The current study investigates variability in the sentencing outcomes of terrorist offenders sanctioned in Canada between 1963 and 2010, focusing on the potential impact that the implementation of the ATA has had on the legal processing of terrorist offenders. The 47-year observation period is divided into three periods. Period 1 (arrests between 1963 and 1982) is comprised exclusively of members of the Quebec Liberation Front (FLQ) while Period 2 (arrests between 1983 and 2001) includes offenders motivated by Sikh extremism and eco-terrorism. Finally, Period 3 (arrests between 2002 and 2010) includes offenders who were motivated by Islamic extremism and adjudicated following the enactment of the ATA. We investigate if there are discernable periods where offenders are sanctioned more punitively than others, and if offenders prosecuted after the implementation of the ATA are sanctioned more or less severely than those prosecuted prior to it. As terrorist offenders have been identified as a unique offending population in need of specialized legal designations, it is imperative to examine if the sentences issued under terrorism-specific offenses are more or less punitive than those issued under general criminal provisions.
LEGAL RESPONSES TO TERRORISM IN CANADA
Similar to other countries (e.g. United Kingdom, United States), Canada has primarily adopted a legislative response to terrorism. The use of legal measures to respond to terrorist activity is referred to as the "criminal justice model," whereby terrorist activity is identified as a distinct legal category of crime. (18) While many states had experience prosecuting terrorist offenders prior to September 11, few had enacted legislative policies that codified specific terrorist offenses into their penal code. However, the past decade has seen a proliferation in the legal measures implemented to prevent and prosecute terrorist offenses. (19)
Canada's Anti-Terrorism Act (Bill C-36) was granted Royal Assent on December 18, 2001, 98 days after the September 11th attack. Over the past 32 years, the Canadian Charter of Rights and Freedoms (established in 1982) has functioned to temper Canadian responses to terrorist incidents. This was also true during the drafting of Bill C-36. (20) For the first time the ATA legally defined terrorism, and established specific terrorism-related crimes in the Criminal Code of Canada (CCC). (21) The CCC was amended on the assumption that offense classifications that had previously been used to prosecute terrorist offenders were no longer sufficient following September 11 owing to the fact that they were predominantly reactive as opposed to proactive. (22) As such, terrorism was defined under Section 83.01 of the CCC as:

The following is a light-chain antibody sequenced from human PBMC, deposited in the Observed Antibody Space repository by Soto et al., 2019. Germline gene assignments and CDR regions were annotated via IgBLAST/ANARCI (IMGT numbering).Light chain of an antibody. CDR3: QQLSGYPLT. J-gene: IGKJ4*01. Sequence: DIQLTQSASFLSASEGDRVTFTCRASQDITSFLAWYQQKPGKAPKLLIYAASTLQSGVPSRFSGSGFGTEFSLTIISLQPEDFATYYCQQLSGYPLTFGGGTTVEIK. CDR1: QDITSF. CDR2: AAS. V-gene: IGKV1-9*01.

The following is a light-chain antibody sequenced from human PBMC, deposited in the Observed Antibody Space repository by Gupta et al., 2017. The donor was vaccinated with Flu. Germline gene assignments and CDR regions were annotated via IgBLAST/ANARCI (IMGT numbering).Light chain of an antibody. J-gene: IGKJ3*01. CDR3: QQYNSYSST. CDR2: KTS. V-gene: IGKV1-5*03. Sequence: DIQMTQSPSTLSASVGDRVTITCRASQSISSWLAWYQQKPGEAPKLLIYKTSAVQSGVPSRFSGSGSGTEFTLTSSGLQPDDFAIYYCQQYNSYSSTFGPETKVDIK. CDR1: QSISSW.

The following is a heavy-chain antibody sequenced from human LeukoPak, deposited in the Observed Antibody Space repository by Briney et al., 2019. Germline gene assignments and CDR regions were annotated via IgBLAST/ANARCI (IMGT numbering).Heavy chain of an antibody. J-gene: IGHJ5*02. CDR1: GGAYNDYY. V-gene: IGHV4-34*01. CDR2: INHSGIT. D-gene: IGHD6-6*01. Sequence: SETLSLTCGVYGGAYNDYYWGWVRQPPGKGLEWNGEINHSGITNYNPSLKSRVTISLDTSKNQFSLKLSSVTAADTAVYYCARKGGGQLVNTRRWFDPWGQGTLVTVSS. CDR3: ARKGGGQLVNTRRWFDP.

An act or omission, in or outside Canada, that is committed (A) in whole or in part for political, religious or ideological purpose, objective or cause, and (B) in whole or in part with the intention of intimidating the public, or a segment of the public, with regard to its security, including its economic security, or compelling a person, a government or a domestic or an international organization to do or to refrain from doing any act, whether the public or the person, government or organization is inside or outside Canada. (23) Along with providing a definition of terrorist activity, the ATA introduced five new indictable offenses with maximum punishments ranging from ten years to life imprisonment. (24) Previously, terrorist offenders in Canada were prosecuted using existing Criminal Code offenses such as first degree murder, conspiracy, kidnapping, hostage taking, possession of explosives with the intent to discharge, possession of illegal weapons, accessory after the fact, and threatening to murder an internationally protected person. (25) The ATA established the offenses of: participating in the activities of a terrorist group, facilitating terrorist activities, instructing the carrying out of terrorist activities, instructing activities for terrorist groups to enhance their ability to carry out terrorist activities, and harboring or concealing terrorists. (26) Unique to all terrorism-specific offenses is the requirement for prosecutors to prove that their commission was motivated by either a political, religious, or ideological belief. (27)
Furthermore, the ATA criminalized offenses related to the financing of terrorist activities, specifically either directly or indirectly providing, collecting, possessing, or making property or services available to those who wish to engage in terrorist activities. (28) As a part of these legal designations, individuals are required to report "(1) the existence of property in their possession or control that they know is owned or controlled by a terrorist group or (2) information about a proposed transaction involving such property" to law enforcement. (29) The inclusion of these offenses was done in part to ensure compliance with UN Security Council Resolution 1373 and the UN International Convention on the Suppression of Terrorist Financing...